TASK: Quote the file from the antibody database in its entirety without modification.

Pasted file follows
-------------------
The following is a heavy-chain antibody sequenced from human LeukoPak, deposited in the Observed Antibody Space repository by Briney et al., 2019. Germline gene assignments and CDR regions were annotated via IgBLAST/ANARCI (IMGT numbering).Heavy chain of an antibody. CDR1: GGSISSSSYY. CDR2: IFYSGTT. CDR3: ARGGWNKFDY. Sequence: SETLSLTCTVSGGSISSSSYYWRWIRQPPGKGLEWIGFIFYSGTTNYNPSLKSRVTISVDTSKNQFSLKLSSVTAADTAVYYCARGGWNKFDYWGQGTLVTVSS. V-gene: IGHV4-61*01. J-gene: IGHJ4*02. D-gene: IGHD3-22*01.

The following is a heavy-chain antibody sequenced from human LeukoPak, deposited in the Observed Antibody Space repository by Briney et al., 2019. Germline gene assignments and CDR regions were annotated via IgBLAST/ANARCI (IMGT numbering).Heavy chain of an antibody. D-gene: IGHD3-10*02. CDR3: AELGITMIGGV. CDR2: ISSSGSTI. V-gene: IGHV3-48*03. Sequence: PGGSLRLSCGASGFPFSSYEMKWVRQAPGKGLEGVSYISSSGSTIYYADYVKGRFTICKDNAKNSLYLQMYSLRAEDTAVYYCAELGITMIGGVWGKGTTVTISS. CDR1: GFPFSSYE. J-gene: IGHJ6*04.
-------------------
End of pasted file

The following is a heavy-chain antibody sequenced from human LeukoPak, deposited in the Observed Antibody Space repository by Briney et al., 2019. Germline gene assignments and CDR regions were annotated via IgBLAST/ANARCI (IMGT numbering).Heavy chain of an antibody. CDR1: GGSISSSSYY. CDR2: IFYSGTT. CDR3: ARGGWNKFDY. Sequence: SETLSLTCTVSGGSISSSSYYWRWIRQPPGKGLEWIGFIFYSGTTNYNPSLKSRVTISVDTSKNQFSLKLSSVTAADTAVYYCARGGWNKFDYWGQGTLVTVSS. V-gene: IGHV4-61*01. J-gene: IGHJ4*02. D-gene: IGHD3-22*01.

The following is a heavy-chain antibody sequenced from human LeukoPak, deposited in the Observed Antibody Space repository by Briney et al., 2019. Germline gene assignments and CDR regions were annotated via IgBLAST/ANARCI (IMGT numbering).Heavy chain of an antibody. D-gene: IGHD3-10*02. CDR3: AELGITMIGGV. CDR2: ISSSGSTI. V-gene: IGHV3-48*03. Sequence: PGGSLRLSCGASGFPFSSYEMKWVRQAPGKGLEGVSYISSSGSTIYYADYVKGRFTICKDNAKNSLYLQMYSLRAEDTAVYYCAELGITMIGGVWGKGTTVTISS. CDR1: GFPFSSYE. J-gene: IGHJ6*04.